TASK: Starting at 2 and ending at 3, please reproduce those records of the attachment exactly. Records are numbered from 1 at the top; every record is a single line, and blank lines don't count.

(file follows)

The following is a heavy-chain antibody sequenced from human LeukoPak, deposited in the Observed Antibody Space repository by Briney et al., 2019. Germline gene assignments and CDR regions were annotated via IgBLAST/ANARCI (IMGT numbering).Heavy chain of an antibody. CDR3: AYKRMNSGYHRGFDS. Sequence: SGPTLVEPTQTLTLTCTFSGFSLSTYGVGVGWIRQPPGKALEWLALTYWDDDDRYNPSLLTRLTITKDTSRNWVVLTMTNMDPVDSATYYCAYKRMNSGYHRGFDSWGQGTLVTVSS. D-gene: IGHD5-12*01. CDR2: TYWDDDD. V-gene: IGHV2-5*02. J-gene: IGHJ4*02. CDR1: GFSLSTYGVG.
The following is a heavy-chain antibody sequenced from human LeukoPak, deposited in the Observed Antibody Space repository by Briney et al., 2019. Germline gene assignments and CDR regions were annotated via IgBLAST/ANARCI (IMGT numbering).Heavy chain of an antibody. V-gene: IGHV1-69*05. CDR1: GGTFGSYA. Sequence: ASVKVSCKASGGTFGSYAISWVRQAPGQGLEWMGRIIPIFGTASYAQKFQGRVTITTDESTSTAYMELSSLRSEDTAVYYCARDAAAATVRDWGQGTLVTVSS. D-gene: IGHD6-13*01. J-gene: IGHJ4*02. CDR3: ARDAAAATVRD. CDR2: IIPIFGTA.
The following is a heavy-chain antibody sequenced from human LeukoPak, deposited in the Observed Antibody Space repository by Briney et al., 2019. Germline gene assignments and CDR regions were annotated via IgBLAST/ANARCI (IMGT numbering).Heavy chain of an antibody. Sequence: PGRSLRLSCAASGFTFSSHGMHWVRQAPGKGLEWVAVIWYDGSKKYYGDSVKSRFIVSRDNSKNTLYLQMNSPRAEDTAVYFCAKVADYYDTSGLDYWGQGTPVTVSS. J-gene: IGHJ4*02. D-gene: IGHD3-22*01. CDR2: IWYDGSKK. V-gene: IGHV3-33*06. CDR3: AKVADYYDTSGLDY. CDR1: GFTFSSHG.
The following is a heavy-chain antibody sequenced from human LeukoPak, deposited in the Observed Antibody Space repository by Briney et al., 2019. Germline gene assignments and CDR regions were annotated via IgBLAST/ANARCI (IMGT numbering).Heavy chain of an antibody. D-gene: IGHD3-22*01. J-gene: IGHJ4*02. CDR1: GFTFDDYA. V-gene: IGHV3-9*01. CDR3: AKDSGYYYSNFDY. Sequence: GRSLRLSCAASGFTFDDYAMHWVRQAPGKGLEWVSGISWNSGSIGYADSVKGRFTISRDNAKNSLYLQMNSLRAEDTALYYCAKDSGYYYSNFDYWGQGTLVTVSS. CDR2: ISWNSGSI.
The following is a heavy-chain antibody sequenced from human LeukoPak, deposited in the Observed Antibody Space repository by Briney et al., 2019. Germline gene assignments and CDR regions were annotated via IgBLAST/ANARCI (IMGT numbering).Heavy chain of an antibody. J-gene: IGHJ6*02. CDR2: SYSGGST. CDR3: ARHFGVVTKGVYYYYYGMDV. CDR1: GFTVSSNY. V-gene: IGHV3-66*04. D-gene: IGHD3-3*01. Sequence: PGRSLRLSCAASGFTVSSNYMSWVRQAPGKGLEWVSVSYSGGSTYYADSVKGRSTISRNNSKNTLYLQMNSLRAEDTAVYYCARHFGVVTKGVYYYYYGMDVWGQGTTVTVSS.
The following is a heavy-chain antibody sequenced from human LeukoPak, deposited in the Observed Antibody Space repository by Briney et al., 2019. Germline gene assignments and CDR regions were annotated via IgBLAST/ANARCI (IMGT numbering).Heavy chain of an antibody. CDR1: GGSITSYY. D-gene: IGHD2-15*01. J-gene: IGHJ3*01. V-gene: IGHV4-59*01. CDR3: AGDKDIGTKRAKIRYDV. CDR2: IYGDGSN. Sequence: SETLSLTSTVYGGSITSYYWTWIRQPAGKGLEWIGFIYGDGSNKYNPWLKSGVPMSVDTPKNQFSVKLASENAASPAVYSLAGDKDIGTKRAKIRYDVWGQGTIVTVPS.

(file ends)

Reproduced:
The following is a heavy-chain antibody sequenced from human LeukoPak, deposited in the Observed Antibody Space repository by Briney et al., 2019. Germline gene assignments and CDR regions were annotated via IgBLAST/ANARCI (IMGT numbering).Heavy chain of an antibody. V-gene: IGHV1-69*05. CDR1: GGTFGSYA. Sequence: ASVKVSCKASGGTFGSYAISWVRQAPGQGLEWMGRIIPIFGTASYAQKFQGRVTITTDESTSTAYMELSSLRSEDTAVYYCARDAAAATVRDWGQGTLVTVSS. D-gene: IGHD6-13*01. J-gene: IGHJ4*02. CDR3: ARDAAAATVRD. CDR2: IIPIFGTA.
The following is a heavy-chain antibody sequenced from human LeukoPak, deposited in the Observed Antibody Space repository by Briney et al., 2019. Germline gene assignments and CDR regions were annotated via IgBLAST/ANARCI (IMGT numbering).Heavy chain of an antibody. Sequence: PGRSLRLSCAASGFTFSSHGMHWVRQAPGKGLEWVAVIWYDGSKKYYGDSVKSRFIVSRDNSKNTLYLQMNSPRAEDTAVYFCAKVADYYDTSGLDYWGQGTPVTVSS. J-gene: IGHJ4*02. D-gene: IGHD3-22*01. CDR2: IWYDGSKK. V-gene: IGHV3-33*06. CDR3: AKVADYYDTSGLDY. CDR1: GFTFSSHG.